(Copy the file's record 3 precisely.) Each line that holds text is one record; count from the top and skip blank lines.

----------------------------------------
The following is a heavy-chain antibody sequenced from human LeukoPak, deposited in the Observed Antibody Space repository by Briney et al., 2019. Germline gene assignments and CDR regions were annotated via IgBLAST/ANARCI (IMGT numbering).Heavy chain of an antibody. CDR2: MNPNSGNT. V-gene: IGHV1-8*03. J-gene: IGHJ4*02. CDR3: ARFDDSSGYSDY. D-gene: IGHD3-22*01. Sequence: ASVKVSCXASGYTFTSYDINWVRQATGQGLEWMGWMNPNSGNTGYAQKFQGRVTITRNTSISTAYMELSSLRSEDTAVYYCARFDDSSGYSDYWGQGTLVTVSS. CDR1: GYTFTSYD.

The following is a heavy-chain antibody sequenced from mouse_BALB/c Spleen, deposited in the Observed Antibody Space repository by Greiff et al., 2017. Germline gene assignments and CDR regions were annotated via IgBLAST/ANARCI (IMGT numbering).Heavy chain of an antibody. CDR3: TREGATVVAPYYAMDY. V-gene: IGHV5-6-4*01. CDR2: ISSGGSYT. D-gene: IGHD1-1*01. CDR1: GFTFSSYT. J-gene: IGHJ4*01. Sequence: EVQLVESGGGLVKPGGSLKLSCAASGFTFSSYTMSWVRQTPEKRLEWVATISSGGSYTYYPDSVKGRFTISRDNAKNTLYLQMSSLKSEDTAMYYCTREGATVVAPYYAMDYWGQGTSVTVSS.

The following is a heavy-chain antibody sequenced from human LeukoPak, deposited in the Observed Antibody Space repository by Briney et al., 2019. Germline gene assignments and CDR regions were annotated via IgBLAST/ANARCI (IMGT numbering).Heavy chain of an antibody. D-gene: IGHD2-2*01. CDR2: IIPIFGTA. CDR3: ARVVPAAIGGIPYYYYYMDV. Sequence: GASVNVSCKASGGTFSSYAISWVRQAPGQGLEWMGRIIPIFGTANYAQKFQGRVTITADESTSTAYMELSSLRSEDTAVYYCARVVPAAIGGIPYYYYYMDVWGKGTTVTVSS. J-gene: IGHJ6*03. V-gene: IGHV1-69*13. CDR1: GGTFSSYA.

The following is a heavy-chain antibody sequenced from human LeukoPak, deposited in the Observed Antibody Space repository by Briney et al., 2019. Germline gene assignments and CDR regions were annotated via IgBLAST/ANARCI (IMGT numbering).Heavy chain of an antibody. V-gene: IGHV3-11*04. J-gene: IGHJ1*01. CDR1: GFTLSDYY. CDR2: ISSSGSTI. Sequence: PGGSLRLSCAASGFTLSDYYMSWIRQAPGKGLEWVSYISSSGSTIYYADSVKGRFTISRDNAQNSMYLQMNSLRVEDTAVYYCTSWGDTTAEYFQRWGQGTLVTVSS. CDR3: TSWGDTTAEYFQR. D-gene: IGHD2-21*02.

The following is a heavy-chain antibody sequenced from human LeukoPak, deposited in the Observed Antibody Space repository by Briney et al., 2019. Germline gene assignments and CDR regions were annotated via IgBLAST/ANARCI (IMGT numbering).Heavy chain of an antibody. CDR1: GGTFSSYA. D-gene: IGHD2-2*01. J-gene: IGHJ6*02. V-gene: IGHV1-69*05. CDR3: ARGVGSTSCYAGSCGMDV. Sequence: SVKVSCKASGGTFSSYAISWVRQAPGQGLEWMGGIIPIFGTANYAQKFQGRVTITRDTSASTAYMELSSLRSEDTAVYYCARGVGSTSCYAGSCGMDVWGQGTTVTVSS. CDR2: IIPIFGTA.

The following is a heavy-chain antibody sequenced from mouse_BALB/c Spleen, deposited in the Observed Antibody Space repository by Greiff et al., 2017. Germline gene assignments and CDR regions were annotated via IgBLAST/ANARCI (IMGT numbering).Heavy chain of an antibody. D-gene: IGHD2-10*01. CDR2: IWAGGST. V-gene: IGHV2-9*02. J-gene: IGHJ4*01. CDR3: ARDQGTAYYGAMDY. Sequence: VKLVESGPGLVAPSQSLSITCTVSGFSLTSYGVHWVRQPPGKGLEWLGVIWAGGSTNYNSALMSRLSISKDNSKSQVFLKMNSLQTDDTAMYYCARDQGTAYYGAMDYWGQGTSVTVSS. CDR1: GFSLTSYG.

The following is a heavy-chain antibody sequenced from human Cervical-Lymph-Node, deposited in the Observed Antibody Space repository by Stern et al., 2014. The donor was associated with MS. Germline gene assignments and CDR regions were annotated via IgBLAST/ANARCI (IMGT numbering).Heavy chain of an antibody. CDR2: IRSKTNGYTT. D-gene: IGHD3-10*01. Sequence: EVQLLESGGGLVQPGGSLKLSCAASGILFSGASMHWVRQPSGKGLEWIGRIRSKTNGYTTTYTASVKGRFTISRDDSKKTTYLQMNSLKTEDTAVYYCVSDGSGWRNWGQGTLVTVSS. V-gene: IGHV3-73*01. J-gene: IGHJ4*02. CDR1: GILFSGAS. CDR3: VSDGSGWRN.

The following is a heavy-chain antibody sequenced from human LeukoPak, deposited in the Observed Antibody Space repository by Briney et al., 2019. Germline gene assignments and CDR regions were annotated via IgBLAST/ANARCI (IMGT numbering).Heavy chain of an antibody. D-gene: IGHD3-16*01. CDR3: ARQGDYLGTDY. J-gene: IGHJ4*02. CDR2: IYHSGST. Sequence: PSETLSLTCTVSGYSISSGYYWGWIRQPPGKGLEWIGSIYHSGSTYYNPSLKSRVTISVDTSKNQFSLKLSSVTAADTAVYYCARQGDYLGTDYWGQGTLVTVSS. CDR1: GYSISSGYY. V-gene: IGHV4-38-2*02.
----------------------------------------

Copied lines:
The following is a heavy-chain antibody sequenced from human LeukoPak, deposited in the Observed Antibody Space repository by Briney et al., 2019. Germline gene assignments and CDR regions were annotated via IgBLAST/ANARCI (IMGT numbering).Heavy chain of an antibody. D-gene: IGHD2-2*01. CDR2: IIPIFGTA. CDR3: ARVVPAAIGGIPYYYYYMDV. Sequence: GASVNVSCKASGGTFSSYAISWVRQAPGQGLEWMGRIIPIFGTANYAQKFQGRVTITADESTSTAYMELSSLRSEDTAVYYCARVVPAAIGGIPYYYYYMDVWGKGTTVTVSS. J-gene: IGHJ6*03. V-gene: IGHV1-69*13. CDR1: GGTFSSYA.